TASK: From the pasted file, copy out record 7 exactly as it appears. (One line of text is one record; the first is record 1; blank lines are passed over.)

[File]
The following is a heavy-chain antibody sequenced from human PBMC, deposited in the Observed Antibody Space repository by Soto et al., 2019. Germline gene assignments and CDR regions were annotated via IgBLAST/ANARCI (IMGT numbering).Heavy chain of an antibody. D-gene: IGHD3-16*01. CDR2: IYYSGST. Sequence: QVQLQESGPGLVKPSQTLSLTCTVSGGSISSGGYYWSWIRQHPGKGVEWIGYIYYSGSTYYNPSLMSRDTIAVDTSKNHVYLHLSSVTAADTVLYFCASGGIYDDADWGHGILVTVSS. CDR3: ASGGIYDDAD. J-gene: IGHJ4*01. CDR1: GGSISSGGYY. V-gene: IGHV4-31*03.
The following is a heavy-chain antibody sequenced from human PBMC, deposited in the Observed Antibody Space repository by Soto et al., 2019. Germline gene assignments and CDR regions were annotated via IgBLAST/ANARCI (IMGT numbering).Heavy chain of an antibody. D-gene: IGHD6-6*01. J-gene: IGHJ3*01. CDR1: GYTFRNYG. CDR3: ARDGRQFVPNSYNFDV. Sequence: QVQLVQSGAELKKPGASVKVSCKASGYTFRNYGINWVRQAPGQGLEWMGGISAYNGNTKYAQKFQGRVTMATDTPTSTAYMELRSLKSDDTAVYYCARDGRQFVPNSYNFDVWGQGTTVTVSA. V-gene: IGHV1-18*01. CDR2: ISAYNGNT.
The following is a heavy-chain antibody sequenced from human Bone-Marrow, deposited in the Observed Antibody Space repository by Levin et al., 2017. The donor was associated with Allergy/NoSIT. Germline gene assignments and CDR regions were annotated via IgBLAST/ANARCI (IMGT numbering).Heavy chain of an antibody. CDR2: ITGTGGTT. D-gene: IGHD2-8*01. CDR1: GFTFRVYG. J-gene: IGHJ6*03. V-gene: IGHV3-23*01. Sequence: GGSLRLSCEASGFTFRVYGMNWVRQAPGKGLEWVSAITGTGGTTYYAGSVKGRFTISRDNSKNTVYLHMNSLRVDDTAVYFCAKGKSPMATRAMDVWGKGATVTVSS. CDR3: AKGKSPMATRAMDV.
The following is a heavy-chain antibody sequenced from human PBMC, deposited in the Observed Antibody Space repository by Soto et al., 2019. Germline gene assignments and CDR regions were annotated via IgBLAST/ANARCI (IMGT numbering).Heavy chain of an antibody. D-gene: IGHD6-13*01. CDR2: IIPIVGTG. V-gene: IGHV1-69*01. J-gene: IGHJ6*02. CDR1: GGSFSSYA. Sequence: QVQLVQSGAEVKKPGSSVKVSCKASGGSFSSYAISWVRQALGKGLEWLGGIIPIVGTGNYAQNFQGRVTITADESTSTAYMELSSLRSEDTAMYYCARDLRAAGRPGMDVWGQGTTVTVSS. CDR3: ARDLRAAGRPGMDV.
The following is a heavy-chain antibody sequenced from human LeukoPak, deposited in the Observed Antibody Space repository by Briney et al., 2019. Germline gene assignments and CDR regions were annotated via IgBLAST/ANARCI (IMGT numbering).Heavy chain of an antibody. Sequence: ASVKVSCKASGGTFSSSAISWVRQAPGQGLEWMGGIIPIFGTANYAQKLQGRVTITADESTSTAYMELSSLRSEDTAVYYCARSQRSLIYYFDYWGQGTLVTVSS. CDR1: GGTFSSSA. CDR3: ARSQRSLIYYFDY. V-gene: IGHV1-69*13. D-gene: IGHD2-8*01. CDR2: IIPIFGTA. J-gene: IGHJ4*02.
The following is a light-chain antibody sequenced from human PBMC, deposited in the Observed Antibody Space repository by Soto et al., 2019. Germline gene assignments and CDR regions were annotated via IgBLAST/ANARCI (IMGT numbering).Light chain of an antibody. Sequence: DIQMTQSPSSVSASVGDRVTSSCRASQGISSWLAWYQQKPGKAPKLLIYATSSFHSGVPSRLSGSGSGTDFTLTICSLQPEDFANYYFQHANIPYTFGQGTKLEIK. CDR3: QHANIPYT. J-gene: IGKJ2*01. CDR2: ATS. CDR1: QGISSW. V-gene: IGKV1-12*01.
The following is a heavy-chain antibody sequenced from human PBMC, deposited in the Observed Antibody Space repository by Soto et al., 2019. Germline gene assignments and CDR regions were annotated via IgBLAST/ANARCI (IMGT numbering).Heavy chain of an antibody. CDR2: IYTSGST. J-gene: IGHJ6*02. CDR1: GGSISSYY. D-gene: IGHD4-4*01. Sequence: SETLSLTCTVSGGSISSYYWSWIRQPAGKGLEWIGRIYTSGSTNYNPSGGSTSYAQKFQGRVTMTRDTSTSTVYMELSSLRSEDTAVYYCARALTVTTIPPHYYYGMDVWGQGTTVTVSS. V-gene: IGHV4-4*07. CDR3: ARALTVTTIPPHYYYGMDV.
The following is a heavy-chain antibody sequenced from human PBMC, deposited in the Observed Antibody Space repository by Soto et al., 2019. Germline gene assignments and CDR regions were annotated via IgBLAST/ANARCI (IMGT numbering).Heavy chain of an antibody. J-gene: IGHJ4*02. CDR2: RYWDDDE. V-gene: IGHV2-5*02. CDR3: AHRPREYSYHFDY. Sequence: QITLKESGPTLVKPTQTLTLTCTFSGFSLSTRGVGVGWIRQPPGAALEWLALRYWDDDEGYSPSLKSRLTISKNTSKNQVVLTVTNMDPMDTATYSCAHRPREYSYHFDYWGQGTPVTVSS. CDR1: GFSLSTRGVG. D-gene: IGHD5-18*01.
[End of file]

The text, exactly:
The following is a heavy-chain antibody sequenced from human PBMC, deposited in the Observed Antibody Space repository by Soto et al., 2019. Germline gene assignments and CDR regions were annotated via IgBLAST/ANARCI (IMGT numbering).Heavy chain of an antibody. CDR2: IYTSGST. J-gene: IGHJ6*02. CDR1: GGSISSYY. D-gene: IGHD4-4*01. Sequence: SETLSLTCTVSGGSISSYYWSWIRQPAGKGLEWIGRIYTSGSTNYNPSGGSTSYAQKFQGRVTMTRDTSTSTVYMELSSLRSEDTAVYYCARALTVTTIPPHYYYGMDVWGQGTTVTVSS. V-gene: IGHV4-4*07. CDR3: ARALTVTTIPPHYYYGMDV.